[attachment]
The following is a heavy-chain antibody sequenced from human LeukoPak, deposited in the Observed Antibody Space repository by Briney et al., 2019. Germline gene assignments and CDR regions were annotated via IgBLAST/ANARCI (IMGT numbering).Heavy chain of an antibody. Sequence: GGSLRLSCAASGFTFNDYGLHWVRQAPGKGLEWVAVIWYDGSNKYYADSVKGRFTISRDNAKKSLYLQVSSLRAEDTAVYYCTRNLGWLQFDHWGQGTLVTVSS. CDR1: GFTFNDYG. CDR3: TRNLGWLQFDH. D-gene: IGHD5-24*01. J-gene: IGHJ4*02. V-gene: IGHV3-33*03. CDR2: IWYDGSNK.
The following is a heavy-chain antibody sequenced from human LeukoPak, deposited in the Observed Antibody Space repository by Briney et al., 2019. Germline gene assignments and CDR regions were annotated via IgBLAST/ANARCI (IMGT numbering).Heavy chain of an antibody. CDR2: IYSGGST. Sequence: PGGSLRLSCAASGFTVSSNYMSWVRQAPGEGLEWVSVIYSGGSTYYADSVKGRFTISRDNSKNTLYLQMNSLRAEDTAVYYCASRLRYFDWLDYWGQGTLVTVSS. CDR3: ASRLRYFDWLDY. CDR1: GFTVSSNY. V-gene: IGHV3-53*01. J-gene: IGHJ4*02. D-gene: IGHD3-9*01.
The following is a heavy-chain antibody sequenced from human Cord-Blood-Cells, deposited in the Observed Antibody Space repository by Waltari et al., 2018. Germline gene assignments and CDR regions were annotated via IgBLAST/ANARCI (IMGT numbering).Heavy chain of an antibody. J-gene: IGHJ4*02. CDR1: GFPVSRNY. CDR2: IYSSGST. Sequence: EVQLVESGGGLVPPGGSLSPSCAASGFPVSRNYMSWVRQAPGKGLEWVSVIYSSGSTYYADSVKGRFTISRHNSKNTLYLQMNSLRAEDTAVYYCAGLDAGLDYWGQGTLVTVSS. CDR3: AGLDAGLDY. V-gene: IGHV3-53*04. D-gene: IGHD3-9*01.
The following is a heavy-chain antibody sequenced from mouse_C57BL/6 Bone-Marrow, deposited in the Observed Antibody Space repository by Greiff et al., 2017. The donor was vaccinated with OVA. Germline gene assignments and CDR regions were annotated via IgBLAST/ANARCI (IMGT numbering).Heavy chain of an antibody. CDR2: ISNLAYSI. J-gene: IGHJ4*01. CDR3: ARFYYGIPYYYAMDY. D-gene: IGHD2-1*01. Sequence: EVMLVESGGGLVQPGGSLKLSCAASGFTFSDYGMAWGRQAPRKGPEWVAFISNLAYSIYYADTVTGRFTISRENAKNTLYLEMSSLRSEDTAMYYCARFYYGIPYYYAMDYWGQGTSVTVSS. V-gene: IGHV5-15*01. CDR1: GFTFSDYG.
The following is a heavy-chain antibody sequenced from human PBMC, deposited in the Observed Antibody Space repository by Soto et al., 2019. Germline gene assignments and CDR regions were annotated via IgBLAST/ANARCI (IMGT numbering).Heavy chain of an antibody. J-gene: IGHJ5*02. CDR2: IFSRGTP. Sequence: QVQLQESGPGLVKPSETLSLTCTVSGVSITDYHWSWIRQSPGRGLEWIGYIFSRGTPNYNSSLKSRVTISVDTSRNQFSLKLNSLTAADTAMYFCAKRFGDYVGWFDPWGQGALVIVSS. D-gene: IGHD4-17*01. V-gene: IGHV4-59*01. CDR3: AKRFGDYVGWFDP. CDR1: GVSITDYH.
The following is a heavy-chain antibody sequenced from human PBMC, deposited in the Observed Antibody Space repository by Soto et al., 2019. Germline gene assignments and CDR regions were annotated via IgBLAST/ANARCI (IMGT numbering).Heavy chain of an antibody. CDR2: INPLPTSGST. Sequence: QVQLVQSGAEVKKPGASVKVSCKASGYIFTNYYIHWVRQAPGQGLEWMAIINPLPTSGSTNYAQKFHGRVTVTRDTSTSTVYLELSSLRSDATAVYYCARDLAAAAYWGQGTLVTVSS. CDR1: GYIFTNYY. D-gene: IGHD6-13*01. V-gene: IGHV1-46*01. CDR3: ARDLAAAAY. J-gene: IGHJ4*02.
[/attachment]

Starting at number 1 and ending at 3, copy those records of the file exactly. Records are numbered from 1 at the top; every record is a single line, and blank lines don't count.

The following is a heavy-chain antibody sequenced from human LeukoPak, deposited in the Observed Antibody Space repository by Briney et al., 2019. Germline gene assignments and CDR regions were annotated via IgBLAST/ANARCI (IMGT numbering).Heavy chain of an antibody. Sequence: GGSLRLSCAASGFTFNDYGLHWVRQAPGKGLEWVAVIWYDGSNKYYADSVKGRFTISRDNAKKSLYLQVSSLRAEDTAVYYCTRNLGWLQFDHWGQGTLVTVSS. CDR1: GFTFNDYG. CDR3: TRNLGWLQFDH. D-gene: IGHD5-24*01. J-gene: IGHJ4*02. V-gene: IGHV3-33*03. CDR2: IWYDGSNK.
The following is a heavy-chain antibody sequenced from human LeukoPak, deposited in the Observed Antibody Space repository by Briney et al., 2019. Germline gene assignments and CDR regions were annotated via IgBLAST/ANARCI (IMGT numbering).Heavy chain of an antibody. CDR2: IYSGGST. Sequence: PGGSLRLSCAASGFTVSSNYMSWVRQAPGEGLEWVSVIYSGGSTYYADSVKGRFTISRDNSKNTLYLQMNSLRAEDTAVYYCASRLRYFDWLDYWGQGTLVTVSS. CDR3: ASRLRYFDWLDY. CDR1: GFTVSSNY. V-gene: IGHV3-53*01. J-gene: IGHJ4*02. D-gene: IGHD3-9*01.
The following is a heavy-chain antibody sequenced from human Cord-Blood-Cells, deposited in the Observed Antibody Space repository by Waltari et al., 2018. Germline gene assignments and CDR regions were annotated via IgBLAST/ANARCI (IMGT numbering).Heavy chain of an antibody. J-gene: IGHJ4*02. CDR1: GFPVSRNY. CDR2: IYSSGST. Sequence: EVQLVESGGGLVPPGGSLSPSCAASGFPVSRNYMSWVRQAPGKGLEWVSVIYSSGSTYYADSVKGRFTISRHNSKNTLYLQMNSLRAEDTAVYYCAGLDAGLDYWGQGTLVTVSS. CDR3: AGLDAGLDY. V-gene: IGHV3-53*04. D-gene: IGHD3-9*01.